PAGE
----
In a country convulsed by almost permanent civil war, Abdalle Ahmed Mumin was a success.
The Somali journalist began his career in 2003 working for a local newspaper in Mogadishu, and later worked for popular Somali radio stations including Mogadishu's Radio Banadir and Radio Risaala, and Horseed Media, a station broadcasting from the town of Bosaso in northeastern Somalia. His experience and English-language skills later helped him garner reporting assignments from The Guardian and the Wall Street Journal.
The past decade has been a turbulent one in Somalia, which has been without a functioning central government since 1991. In 2006, fighters from the Eritrea-backed Islamic Courts Union captured Mogadishu from a Western-backed alliance of warlords. The ICU, whose members included extremists from the al-Shabaab militia, began implementing a harsh form of Shari'a law – such as cutting off the hands of thieves. Later that year, Ethiopian troops invaded Somalia, ousting the ICU from parts of Mogadishu but triggering a bloody insurgency by the Shabaab, which remained in control of much of southern Somalia.
Mumin says he had never thought of leaving his country. But the climate changed in 2012 as violence spiked even as African Union peacekeepers and militias loyal to Somalia's transitional government retook the capital. That year 18 journalists were killed in Somalia, according to Reporters Without Borders. Many were killed in Mogadishu in attacks by gunmen, including some journalists Mumin had known.
In September of 2014 he published an article for the Wall Street Journal on the death of al-Shabaab's leader in a U.S. airstrike. The article led to a number of threats – and in January 2015, gunmen came for him on the streets of Mogadishu. Mumin, 31, fled to Nairobi, Kenya immediately afterwards. He spoke with Global Journalist's Zhou Hang about the dangers of reporting in Somalia and the emptiness of life in exile.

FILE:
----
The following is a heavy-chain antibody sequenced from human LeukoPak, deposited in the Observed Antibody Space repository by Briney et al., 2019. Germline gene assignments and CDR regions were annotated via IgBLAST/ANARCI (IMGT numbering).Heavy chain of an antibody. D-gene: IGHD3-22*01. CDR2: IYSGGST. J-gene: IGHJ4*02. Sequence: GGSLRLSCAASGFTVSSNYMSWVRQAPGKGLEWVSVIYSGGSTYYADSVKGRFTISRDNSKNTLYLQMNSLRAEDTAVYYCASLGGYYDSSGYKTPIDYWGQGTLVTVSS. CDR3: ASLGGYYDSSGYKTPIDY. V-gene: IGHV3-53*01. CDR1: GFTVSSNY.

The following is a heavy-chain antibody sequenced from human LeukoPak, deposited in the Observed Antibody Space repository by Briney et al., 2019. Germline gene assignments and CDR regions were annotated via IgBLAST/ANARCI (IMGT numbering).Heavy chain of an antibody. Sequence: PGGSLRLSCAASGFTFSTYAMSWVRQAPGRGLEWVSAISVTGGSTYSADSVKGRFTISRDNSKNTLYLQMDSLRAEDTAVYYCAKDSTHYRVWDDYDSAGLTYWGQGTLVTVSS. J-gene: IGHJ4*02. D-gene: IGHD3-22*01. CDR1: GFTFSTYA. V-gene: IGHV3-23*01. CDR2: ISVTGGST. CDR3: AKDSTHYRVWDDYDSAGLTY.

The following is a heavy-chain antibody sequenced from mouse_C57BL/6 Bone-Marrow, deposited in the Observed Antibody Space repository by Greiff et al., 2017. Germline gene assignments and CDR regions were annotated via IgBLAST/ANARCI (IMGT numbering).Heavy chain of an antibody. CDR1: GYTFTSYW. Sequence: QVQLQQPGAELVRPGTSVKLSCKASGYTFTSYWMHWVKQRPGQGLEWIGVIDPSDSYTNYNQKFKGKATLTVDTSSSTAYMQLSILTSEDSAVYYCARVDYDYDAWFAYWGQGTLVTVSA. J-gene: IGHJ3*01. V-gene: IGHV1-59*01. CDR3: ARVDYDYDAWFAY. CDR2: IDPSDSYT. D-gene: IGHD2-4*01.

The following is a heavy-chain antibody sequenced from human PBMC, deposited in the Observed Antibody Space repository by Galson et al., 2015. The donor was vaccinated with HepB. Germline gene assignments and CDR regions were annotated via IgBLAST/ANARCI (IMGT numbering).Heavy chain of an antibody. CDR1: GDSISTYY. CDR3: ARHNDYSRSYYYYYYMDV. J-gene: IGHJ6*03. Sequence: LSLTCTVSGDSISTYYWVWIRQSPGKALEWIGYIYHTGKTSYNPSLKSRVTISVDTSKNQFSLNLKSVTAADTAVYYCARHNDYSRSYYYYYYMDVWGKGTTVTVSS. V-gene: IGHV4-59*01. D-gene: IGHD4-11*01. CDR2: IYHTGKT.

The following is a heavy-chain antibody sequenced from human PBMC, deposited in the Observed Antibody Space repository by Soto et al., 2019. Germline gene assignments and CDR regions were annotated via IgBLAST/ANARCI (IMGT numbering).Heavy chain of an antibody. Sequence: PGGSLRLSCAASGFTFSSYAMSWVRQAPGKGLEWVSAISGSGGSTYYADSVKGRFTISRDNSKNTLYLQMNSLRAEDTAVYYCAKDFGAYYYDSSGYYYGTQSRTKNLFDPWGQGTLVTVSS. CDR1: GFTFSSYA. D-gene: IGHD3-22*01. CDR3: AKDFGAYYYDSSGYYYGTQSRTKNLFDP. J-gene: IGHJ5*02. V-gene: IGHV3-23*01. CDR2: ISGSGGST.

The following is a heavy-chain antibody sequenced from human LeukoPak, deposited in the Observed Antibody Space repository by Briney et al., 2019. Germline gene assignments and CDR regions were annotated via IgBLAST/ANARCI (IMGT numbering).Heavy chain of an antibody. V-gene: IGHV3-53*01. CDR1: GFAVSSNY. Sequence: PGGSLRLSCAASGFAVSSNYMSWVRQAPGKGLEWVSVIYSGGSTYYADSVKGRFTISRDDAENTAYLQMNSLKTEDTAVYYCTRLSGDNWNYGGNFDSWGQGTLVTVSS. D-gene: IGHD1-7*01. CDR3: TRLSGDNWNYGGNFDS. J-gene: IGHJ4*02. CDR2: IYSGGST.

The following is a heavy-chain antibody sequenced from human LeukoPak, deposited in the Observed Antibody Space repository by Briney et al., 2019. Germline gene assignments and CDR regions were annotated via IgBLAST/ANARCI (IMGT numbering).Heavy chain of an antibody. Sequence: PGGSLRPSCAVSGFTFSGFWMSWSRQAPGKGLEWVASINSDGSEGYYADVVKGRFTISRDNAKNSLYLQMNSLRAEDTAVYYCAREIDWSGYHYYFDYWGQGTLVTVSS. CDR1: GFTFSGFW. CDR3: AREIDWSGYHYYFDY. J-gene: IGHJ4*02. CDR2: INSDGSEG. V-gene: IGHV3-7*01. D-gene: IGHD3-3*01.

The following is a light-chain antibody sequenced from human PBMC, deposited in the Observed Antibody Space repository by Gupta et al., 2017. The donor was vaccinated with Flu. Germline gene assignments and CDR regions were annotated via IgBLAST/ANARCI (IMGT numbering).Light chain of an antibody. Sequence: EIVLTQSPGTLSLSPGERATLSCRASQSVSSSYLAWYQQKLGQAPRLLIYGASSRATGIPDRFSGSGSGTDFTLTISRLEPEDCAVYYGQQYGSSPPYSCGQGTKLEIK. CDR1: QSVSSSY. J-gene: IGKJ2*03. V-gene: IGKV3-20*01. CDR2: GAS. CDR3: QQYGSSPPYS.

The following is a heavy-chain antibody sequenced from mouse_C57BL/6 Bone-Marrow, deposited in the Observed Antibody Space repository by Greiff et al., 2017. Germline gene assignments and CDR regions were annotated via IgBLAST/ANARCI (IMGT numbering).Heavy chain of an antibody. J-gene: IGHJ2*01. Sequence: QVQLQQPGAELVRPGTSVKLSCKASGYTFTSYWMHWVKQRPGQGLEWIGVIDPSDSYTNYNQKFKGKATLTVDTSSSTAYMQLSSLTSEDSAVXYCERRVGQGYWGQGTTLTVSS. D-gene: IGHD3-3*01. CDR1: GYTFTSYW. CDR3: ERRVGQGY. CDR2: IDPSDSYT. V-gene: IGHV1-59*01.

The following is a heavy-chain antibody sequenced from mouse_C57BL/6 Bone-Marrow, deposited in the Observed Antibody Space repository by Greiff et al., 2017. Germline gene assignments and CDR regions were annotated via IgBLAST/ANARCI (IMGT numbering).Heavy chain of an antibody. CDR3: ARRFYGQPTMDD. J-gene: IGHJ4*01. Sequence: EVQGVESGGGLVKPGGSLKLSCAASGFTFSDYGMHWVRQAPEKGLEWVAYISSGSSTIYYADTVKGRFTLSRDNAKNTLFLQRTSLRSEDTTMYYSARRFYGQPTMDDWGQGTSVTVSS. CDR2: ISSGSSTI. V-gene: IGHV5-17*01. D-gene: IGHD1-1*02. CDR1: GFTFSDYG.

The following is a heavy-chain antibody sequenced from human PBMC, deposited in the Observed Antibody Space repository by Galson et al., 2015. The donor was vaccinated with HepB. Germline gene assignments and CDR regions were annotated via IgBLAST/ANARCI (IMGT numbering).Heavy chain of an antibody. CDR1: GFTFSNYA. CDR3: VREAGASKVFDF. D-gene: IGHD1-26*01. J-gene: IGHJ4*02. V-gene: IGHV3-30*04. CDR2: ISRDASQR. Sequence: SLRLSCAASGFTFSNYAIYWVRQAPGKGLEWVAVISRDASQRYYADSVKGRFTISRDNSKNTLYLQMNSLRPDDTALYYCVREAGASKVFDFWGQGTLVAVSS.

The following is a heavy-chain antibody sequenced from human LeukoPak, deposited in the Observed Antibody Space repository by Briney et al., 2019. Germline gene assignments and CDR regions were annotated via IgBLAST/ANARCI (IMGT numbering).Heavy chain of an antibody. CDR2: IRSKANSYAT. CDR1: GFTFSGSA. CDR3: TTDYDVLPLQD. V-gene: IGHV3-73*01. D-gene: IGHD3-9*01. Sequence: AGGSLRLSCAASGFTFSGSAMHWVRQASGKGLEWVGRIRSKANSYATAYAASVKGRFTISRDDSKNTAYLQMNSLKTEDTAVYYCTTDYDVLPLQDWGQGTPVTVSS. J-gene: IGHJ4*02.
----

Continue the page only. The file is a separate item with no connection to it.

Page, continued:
Global Journalist: What's it like to be a journalist in Somalia?
Mumin: When speaking about Somalia, it is a country [that has been] in anarchy, violence and terrorism for more than 25 years. Somalia is where the international media organizations consider the worst place to be a journalist.
As journalists...each morning, each day in Somalia, we are facing risks. I have several colleagues killed in relation to their work...Most of my colleagues who were killed have left families and children and no one is helping those families.
GJ: Is there a specific story you wrote that got you in trouble?
Mumin: There were several occasions I was personally threatened. People called me and threatened me and then they sent me messages on social media. These were after I wrote an article about the death of the former al-Shabaab leader Ahmed Abdi Godane who was killed by U.S. drone attack in September last year. My article featured [analysis] about how the death of Godane could create [an] internal purge within the group.
GJ: What are the specific dangers you faced?
Mumin: In January 2015, I was attacked by gunmen driving a car soon after I left a local bank. They started shooting [at] me while I was driving back home. But fortunately I was driving my car that day and managed to escape and survive. I could not go to my home because I was not safe [at] home so I stayed in a hotel in a protected part of the city until I flew out of the country.
GJ: What's your life like in exile?
Mumin: You know I have nothing to do here. I lost my job. I left my loved ones; my children and my wife...I was their only breadwinner. So now, I'm trying to hide myself here.
[My life now in Nairobi is] very difficult and very mess[y] compared to my early life in Somalia...I had a house, I had a car, I had a family and wife. I only graduated from the university last year and was trying to be admitted to a master's [program] in Somalia. I was someone who was very proud to be in Somalia.
But now everything [is] lost. No hope, no job. I can't see my children. My wife gave birth [to a] new baby daughter in July this year. Unfortunately, I did not see my new baby because I can't go and visit. I feel bad when my wife calls me on the phone and tells me that my kids are crying to see me. I do not know what to respond to her. It is a very painful condition.
GJ: What are your hopes for the future?
Mumin: That's the question that I only think about when I'm in bed. I always ask myself when will I see my family and [be] reunited, or be in a situation where I am free of any prosecution or any other threat because of my work as a journalist. I do not know when that will happen, but I have to be strong and never give up.
Somalian journalists are paying the price...because they are taking the risks while the wider world, the international community and the politicians are sitting and watching news stories coming from Somalia which are brought by brave journalists.